By Cole Carr, GIS & Field Conservation Intern
A global pandemic hits, putting the world in quarantine. The streets of Portland are at a standstill, minus the occasional bicyclist. What does that mean for a soon-to-be college graduate? Three months of doom, doing homework, staring longingly out the window?
There’s no time for that, not with all of the Garlic mustard that has spread around Multnomah County.
The internship I had just started with the West Multnomah Soil & Water Conservation District (WMSWCD) had saved me from the COVID-19 lockdown. After getting used to Zoom-based meetings and trainings, it was time for me to head out into the field for essential work of helping manage Garlic mustard, as part of WMSWCD’s Early Detection Rapid Response (EDRR) program.
Wait…outside? During quarantine? Sounds good to me! Now, what’s Garlic mustard?
Admittedly, as a geographic information system (GIS) intern, who knows way more about orthorectifying aerial imagery and geospatial analysis than plant identification, I was a little overwhelmed at first. But, after seeing the plant in person, and writing an essay for my biogeography class, I began to understand Garlic mustard quite well, and developed a keen eye for it.
Garlic mustard, Alliaria petiolata, is an invasive plant that is found all over North America, including Oregon. Like other invasive species, Garlic mustard negatively impacts the health of forests and water resources. It dominates shaded woodland areas, reducing the ability for native plants to thrive while also decreasing biodiversity and impacting available food supplies for native foraging animals.
I was able to learn about Garlic mustard and all of its phenological stages. My first day out in the field, I was taught how to spot Garlic mustard seedlings and rosettes.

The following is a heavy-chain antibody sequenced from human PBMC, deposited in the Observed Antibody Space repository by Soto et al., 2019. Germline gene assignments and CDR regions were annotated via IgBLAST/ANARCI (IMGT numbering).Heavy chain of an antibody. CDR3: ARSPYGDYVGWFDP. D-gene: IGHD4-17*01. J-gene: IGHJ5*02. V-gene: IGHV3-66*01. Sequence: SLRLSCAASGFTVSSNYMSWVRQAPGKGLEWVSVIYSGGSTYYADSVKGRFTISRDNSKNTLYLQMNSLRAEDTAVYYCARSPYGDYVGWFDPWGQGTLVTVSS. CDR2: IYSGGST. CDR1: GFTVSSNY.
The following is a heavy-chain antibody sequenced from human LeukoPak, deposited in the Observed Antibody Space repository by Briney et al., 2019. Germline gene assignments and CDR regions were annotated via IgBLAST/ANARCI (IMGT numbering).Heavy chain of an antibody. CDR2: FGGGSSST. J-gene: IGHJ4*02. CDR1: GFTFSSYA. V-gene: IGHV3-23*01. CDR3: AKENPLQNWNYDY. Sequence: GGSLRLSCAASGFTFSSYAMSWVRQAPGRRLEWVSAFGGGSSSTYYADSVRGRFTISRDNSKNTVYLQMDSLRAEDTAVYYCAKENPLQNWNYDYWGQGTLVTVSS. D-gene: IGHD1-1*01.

Wait… that’s Garlic mustard? How would I be able to spot it when it looks so much like other small plants?
After even a few days in the field, I began to get the hang of it. The particular leaf pattern, heart/kidney shapes, the lack of leaflets, the purple tint by the roots, the special garlicky smell… Seedlings and rosettes quickly became more familiar and easier to find and remove.
Spotting Garlic mustard got even easier once the plants started flowering. Garlic mustard is biennial, meaning that the plants don’t seed until the second year. The second year, flowering plants are tall with easy to recognize white flowers with four petals. They would show up sometimes in large patches, and this was the key time to remove the plants, before they set seed. The plant’s tiny pepper flake sized seeds can lie dormant in the soil for up to 10 years, leading to greater infestations.
I am so grateful for all of the time outside this spring, even during the spell of very warm weather. I’m grateful for the opportunity to foster friendships with my co-workers and also to be friendly with the district residents that we served this season. I feel like there is a world out there beyond my bedroom window, and I’m grateful to have had the chance to be out and part of it, of course, while also practicing safe distancing and other precautions during the time of COVID-19. I’ve gotten to hike, to exercise, to meditate, to laugh and joke with others, to drive through beautiful landscapes, and to make a difference by removing some of the most invasive plants in the region.
The EDRR program has done amazing work to remove Garlic mustard within the district. To date this season, we have removed 1820 pounds of Garlic mustard across 10 acres! To be able to participate in the program has been a wonderful privilege that I will never forget. It has given this stressful, difficult time in quarantine purpose and inspiration. A special thanks to West Multnomah SWCD for allowing me an opportunity to be their GIS intern, to the wonderful staff for being my friends and “partners in crime”, and to the residents that have made this work possible! Stay safe out there!